6 Non-Academic Lessons Taught at Schools
Early on, college can seem like just another chore. When I was a student and was done with my work, I would put my notes on my desk and never thought about them until test day. When your mind is constantly being fed new information that you are expected to retain, time for reflection often becomes lost. It took a few years of working for me to finally realize just how much my professors had taught me. To save you from that trouble, here is a list of common non-academic lessons you may not realize you’re being taught in schools.
- Have Patience
When you’re in the thick of a degree hunt, waiting is the hardest part. Everything is about planning for the future at this point — in two years I’ll have a job; in four years I’ll get a promotion, etc. Learning to be patient will greatly influence how you go about your career. Most employers see drive and enthusiasm as good traits, but too much of either can be detrimental to finding a mobile path.
- Learn to Love Learning
Education doesn’t end once you’ve gotten your degree. Once you learn to love learning, you will have a skill that can create opportunities for a lifetime. Learning doesn’t mean studying your biology notes for years after you’ve graduated. It can be as simple as making a mistake, owning that mistake, and knowing how to do better next time.
- Know That You Don’t Know
This is the inevitable paradox of education—the more you know, the more you see what you don’t know. Being cognizant of what you still need to learn will drastically improve how you approach your future.
- Embrace the Art of Multitasking
It’s the middle of the semester, and you see that you have two tests and two essays due on the same day. It seems like a cruel game, right? Pure evil. But, these kind of days prepare you for real world experiences. Learning to balance time and energy effectively are skills that many employers find attractive.
- Appreciate the Small Things
You don’t have to win the lottery every day for your day to be a success. Finding victories in things like arriving to work on time, or eating a healthy breakfast can go a long way in improving your self-esteem and outlook.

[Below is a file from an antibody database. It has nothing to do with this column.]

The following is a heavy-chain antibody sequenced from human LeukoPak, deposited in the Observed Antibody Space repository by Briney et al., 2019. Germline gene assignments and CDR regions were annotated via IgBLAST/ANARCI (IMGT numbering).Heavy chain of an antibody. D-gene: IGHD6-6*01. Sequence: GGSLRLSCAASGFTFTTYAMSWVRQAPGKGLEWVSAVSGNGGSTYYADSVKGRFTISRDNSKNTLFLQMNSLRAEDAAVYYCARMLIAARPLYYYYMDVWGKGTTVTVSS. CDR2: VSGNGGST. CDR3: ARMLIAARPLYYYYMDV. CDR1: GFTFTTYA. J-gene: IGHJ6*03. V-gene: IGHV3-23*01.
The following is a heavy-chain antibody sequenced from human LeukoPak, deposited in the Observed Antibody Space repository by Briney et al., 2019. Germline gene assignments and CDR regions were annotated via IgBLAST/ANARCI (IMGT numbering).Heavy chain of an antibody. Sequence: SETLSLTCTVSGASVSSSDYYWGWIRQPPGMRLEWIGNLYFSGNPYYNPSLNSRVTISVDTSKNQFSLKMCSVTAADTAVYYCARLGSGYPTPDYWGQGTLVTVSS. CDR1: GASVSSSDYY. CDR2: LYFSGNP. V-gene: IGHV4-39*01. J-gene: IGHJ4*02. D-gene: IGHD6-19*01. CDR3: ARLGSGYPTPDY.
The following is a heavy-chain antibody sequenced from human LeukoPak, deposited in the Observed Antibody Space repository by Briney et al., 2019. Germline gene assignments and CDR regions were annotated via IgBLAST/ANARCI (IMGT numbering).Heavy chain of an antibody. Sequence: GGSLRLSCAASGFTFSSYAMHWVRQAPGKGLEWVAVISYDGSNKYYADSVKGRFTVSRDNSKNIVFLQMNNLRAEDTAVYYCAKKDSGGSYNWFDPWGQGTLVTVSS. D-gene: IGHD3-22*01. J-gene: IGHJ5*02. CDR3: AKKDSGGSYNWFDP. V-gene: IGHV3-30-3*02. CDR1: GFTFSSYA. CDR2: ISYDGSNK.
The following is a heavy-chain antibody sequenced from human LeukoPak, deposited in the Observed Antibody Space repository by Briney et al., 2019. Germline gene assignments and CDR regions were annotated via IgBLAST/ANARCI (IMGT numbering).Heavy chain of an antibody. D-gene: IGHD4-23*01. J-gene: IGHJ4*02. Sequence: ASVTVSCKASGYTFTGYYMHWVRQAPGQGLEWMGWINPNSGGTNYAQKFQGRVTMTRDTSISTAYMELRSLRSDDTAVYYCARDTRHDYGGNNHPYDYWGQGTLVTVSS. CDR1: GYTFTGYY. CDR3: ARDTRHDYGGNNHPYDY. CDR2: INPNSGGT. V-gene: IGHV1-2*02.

- Figure Out How to Push Yourself
It doesn’t take a football coach kind of mentality to push yourself. Everyone is different. Everyone responds differently to motivation. Yelling, cursing, and screaming doesn’t always wake the warrior inside. Learn what motivates you and exploit it. Some students are motivated by breaking a big goal into small tasks. Others get stuff done when they can look forward to a reward. This is a very personal, yet profound journey you must take.
It may take time to learn these lessons for yourself, but once you do, you’ll really start to appreciate the education you received rather than just the degree.
An Introduction to Veteran & Military Student Programs
Here at CU Denver, we take pride in providing our military men and women with a quality education catered toward their distinct needs. Our mission is to create a positive transition and support programs for student service members, veterans, and their families in order to support their transition into academics, increase their graduation success rate, and assist them in achieving placement in their chosen career field following graduation.
“The Veteran & Military Student Services (VMSS) office is there to help veteran students transition from military to college, and succeed in whatever path that individual takes.” explained Junior Biology/Pre-med major, Kevin Bolser. “If a person is active in the office or associated programs it allows them to help other veterans succeed but it also gives them different experiences, friends, and perspectives that they otherwise may not have.”